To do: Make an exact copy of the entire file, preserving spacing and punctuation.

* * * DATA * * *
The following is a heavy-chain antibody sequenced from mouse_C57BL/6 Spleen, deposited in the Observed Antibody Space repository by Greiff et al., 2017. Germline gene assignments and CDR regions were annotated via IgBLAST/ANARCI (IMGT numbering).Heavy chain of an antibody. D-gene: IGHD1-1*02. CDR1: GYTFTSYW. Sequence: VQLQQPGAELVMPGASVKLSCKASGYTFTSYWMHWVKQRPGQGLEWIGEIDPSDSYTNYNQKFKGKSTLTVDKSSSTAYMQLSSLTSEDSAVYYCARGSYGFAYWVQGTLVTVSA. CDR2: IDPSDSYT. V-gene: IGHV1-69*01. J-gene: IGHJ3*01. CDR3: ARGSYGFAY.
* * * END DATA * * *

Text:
The following is a heavy-chain antibody sequenced from mouse_C57BL/6 Spleen, deposited in the Observed Antibody Space repository by Greiff et al., 2017. Germline gene assignments and CDR regions were annotated via IgBLAST/ANARCI (IMGT numbering).Heavy chain of an antibody. D-gene: IGHD1-1*02. CDR1: GYTFTSYW. Sequence: VQLQQPGAELVMPGASVKLSCKASGYTFTSYWMHWVKQRPGQGLEWIGEIDPSDSYTNYNQKFKGKSTLTVDKSSSTAYMQLSSLTSEDSAVYYCARGSYGFAYWVQGTLVTVSA. CDR2: IDPSDSYT. V-gene: IGHV1-69*01. J-gene: IGHJ3*01. CDR3: ARGSYGFAY.